Cheers, something more interesting next
If you were a little kid with an oblique sense of humor like me, you likely thought that the ATF was the funniest thing ever. Alcohol, Tobacco AND Firearms & Explosives? Why not just make a “Bureau of Fun & Danger.” Anyway, after the homeland security shakeup, the department was reshuffled and the Alcohol Tobacco Tax & Trade Bureau or to shorten it, the Tax & Trade Bureau or the TTB was born.
While they do a lot of things and cause a lot of pain & suffering, (for example, in 1997, they murdered Joe Camel) they are a pretty amazing government agency.
On the bad side, all spirits coming into existence in the USA must be approved by them, from label to formula. This is frustrating, because sometimes the TTB’s stubbornness or lack of cultural awareness cause a kink in the hose of America’s booze. For example, not recognizing cachaça as a spirit until 2013. But, for any pain and suffering they do a few other things quite amazingly.
Most notably, their website is fucking amazing. Enjoy TTB Online, a searchable database of every alcoholic beverage in America. This database often includes the home phone numbers of importers and distillers in case you’d like to thank the good people at Kentucky Bourbon Distillers or ask the people at Absolut, ”
“Why can’t I get a recycled glass Absolut for Seattle made out of quinoa, flavored with a mild sense of superiority?”
Or, stop arguing about if absinthe, real absinthe, is legal (it is) with a handy TTB press release! Yes, the TTB knows all the laws and, they keep all the secrets.
The TTB requires recipes and samples for products being served to Americans. Downside: no tonka beans or really authentic eau di vie (too much methanol) but, upside: no one dies from drinking too much methanol! The TTB is the keeper of secrets and thusly, there are no secrets. Is chartreuse a secret recipe? Not in a country with as much bureaucracy as America! I’d start looking for the recipe online now.
Another thing the TTB helps with is advertising in booze and tobacco. Compared to the punishing regulations for tobacco advertising, liquor advertising is quite loosely regulated by a handful of government agencies. One of the guiding principles of those agencies to to not market to children, not always easy to enforce because of the infantilization of alcohol.
What is a NOM? Here is a quote from: Official Mexican Standard for Tequila NOM-006-SCFI-2005 Alcoholic Beverages – Tequila – Specifications:
This NOM applies to all processes and activities related to the supply of agave, production, bottling, marketing, information and business practices linked to the distilled alcoholic beverage known as Tequila, pursuant to the specifications of this NOM. Said beverage is subject to the process detailed below, using Agave of the species tequilana weber blue variety, grown in the federal states and municipalities indicated in the Declaration.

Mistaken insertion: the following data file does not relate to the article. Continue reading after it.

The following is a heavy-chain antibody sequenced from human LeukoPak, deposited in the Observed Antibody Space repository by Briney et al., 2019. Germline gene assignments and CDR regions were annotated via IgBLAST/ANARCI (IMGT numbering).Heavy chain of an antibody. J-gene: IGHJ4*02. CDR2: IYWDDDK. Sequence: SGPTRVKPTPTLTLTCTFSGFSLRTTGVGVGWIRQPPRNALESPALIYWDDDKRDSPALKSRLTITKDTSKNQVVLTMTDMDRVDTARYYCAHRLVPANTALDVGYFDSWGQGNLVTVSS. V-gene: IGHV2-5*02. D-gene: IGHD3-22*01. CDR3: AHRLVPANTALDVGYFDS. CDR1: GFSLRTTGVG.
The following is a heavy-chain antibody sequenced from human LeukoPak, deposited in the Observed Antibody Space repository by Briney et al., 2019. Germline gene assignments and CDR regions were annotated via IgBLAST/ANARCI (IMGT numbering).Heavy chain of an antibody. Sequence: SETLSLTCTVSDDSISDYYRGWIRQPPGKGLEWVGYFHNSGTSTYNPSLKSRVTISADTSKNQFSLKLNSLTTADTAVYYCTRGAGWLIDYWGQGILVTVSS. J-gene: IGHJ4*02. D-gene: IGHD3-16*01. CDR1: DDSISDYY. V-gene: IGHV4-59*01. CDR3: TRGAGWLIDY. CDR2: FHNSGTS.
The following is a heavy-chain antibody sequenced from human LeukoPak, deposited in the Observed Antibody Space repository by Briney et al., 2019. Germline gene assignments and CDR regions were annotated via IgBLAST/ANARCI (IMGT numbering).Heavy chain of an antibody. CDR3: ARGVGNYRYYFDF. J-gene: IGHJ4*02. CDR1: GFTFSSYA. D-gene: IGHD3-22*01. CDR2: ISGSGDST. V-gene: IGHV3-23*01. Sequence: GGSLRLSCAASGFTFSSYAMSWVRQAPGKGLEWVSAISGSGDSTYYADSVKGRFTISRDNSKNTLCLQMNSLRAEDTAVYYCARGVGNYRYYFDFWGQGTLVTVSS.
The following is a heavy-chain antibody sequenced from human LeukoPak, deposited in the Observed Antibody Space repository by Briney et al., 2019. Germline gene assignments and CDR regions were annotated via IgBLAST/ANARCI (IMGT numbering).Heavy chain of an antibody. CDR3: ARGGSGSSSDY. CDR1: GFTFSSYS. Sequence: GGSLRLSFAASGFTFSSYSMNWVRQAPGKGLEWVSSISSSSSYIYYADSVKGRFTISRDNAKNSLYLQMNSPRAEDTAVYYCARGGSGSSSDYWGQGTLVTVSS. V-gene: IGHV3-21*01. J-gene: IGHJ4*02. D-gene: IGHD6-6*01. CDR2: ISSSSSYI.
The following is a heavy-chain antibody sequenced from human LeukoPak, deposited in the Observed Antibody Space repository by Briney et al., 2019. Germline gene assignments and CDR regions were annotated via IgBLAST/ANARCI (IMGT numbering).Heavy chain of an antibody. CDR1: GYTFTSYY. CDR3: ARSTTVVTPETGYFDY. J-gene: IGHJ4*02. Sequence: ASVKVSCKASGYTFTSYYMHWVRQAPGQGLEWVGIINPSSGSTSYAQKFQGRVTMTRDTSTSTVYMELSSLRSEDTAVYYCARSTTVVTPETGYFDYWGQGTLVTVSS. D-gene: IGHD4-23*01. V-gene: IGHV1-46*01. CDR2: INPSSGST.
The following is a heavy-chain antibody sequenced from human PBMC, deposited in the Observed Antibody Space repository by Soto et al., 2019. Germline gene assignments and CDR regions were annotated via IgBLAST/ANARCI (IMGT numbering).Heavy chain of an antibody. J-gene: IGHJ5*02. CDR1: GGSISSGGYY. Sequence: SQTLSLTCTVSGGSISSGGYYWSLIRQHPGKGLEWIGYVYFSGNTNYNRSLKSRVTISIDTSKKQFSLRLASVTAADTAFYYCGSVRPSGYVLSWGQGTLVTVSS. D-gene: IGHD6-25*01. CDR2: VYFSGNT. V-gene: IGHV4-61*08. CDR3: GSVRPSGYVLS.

Furthermore, this NOM establishes the technical specifications and legal requirements for the protection of the Appellation of Origin of “Tequila,” in accordance with the current General Declaration of Protection of the Appellation of Origin of “Tequila,” the Law, the Industrial Property Law, the Federal Consumer Protection Law and other related legal provisions.
EVERYONE, RUN OUT THE DOOR AND GO HIGH-FIVE A FUCKING LAWYER RIGHT NOW!
But seriously, what does all of that mean? The NOM is a little number on the back of every 100% agave bottle of tequila. If you are drinking a mixto, close your computer right now and ask yourself,
“Why don’t I have any standards? Why am I human garbage?”
See the NOM pictured below:
The NOM is the Norma Oficial Mexicana or, in English, the Normative Number. It is a seal guaranteeing that this tequila or mezcal is made to government standards. Read all of those rules here and learn which tequilas are made at the same distillery on tequila.net .
The NOM rules are basically a book report on how to make tequila and the NOM number names the tequila’s distillery.
The number designates the owner of the distillery and each brand leaving that distillery, will bear that number. The NOM is a little number that graces all of Mexico’s agave bottles that decided to pay taxes or legally be recognized as tequila. The NOM is the best friend of the realist and the worst enemy of the marketer. The NOM defines tequila:
This does not mean that every tequila brand from the listed NOM is the same distillate or the same agave harvested from the same farm; but it could. At the least, NOMs produce tequilas that are quite similar and when a brand moves to a new distillery, the flavor changes. There can be many exceptions to expected rules in tequila:
A famous example of this is how Patron is made at 5 or so different distilleries these days. The brand originated at NOM —,the distillery where 7 Leguas is made now. Tequila nerds often point this out in discussing a more authentic brand, but in reality it’s a completely different brand. As for Patron, I dare you to do a blind taste with it VS other blancos. If you are a Patron fan, you might find that it’s lighter than you’d remember. If you are a Patron hater, I’d first point out, you have 5 or so distilleries to narrow your hatred down too, and that Patron is likely both better and more expensive than you remember. Also, remember, tequila isn’t always what it appears to be. You need to ask the hard questions.